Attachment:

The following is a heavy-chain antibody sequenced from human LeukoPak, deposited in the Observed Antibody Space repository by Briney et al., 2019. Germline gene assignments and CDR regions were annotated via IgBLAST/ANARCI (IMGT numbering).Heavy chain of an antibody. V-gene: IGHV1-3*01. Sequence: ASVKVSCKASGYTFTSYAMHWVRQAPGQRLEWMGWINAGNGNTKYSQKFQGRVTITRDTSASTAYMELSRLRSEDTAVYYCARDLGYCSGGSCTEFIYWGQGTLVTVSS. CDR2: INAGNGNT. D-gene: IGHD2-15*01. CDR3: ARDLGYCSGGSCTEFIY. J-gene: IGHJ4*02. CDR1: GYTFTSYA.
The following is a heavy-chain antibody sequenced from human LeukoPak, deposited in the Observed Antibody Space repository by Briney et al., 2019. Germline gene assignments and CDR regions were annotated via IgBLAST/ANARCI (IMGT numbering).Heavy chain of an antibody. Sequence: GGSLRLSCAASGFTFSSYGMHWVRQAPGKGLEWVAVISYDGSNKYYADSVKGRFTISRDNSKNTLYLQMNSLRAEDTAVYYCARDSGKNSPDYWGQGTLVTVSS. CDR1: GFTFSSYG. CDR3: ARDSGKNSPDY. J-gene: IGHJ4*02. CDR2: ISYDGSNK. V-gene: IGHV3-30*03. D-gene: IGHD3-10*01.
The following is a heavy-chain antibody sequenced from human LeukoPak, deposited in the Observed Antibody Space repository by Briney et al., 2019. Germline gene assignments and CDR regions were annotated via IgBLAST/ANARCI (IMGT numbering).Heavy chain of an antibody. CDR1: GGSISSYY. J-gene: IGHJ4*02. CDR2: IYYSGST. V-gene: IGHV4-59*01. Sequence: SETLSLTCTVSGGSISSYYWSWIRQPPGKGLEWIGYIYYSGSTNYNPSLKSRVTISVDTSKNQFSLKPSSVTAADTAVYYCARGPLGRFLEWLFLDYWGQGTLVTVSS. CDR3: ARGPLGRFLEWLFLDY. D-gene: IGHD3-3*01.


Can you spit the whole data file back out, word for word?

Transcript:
The following is a heavy-chain antibody sequenced from human LeukoPak, deposited in the Observed Antibody Space repository by Briney et al., 2019. Germline gene assignments and CDR regions were annotated via IgBLAST/ANARCI (IMGT numbering).Heavy chain of an antibody. V-gene: IGHV1-3*01. Sequence: ASVKVSCKASGYTFTSYAMHWVRQAPGQRLEWMGWINAGNGNTKYSQKFQGRVTITRDTSASTAYMELSRLRSEDTAVYYCARDLGYCSGGSCTEFIYWGQGTLVTVSS. CDR2: INAGNGNT. D-gene: IGHD2-15*01. CDR3: ARDLGYCSGGSCTEFIY. J-gene: IGHJ4*02. CDR1: GYTFTSYA.
The following is a heavy-chain antibody sequenced from human LeukoPak, deposited in the Observed Antibody Space repository by Briney et al., 2019. Germline gene assignments and CDR regions were annotated via IgBLAST/ANARCI (IMGT numbering).Heavy chain of an antibody. Sequence: GGSLRLSCAASGFTFSSYGMHWVRQAPGKGLEWVAVISYDGSNKYYADSVKGRFTISRDNSKNTLYLQMNSLRAEDTAVYYCARDSGKNSPDYWGQGTLVTVSS. CDR1: GFTFSSYG. CDR3: ARDSGKNSPDY. J-gene: IGHJ4*02. CDR2: ISYDGSNK. V-gene: IGHV3-30*03. D-gene: IGHD3-10*01.
The following is a heavy-chain antibody sequenced from human LeukoPak, deposited in the Observed Antibody Space repository by Briney et al., 2019. Germline gene assignments and CDR regions were annotated via IgBLAST/ANARCI (IMGT numbering).Heavy chain of an antibody. CDR1: GGSISSYY. J-gene: IGHJ4*02. CDR2: IYYSGST. V-gene: IGHV4-59*01. Sequence: SETLSLTCTVSGGSISSYYWSWIRQPPGKGLEWIGYIYYSGSTNYNPSLKSRVTISVDTSKNQFSLKPSSVTAADTAVYYCARGPLGRFLEWLFLDYWGQGTLVTVSS. CDR3: ARGPLGRFLEWLFLDY. D-gene: IGHD3-3*01.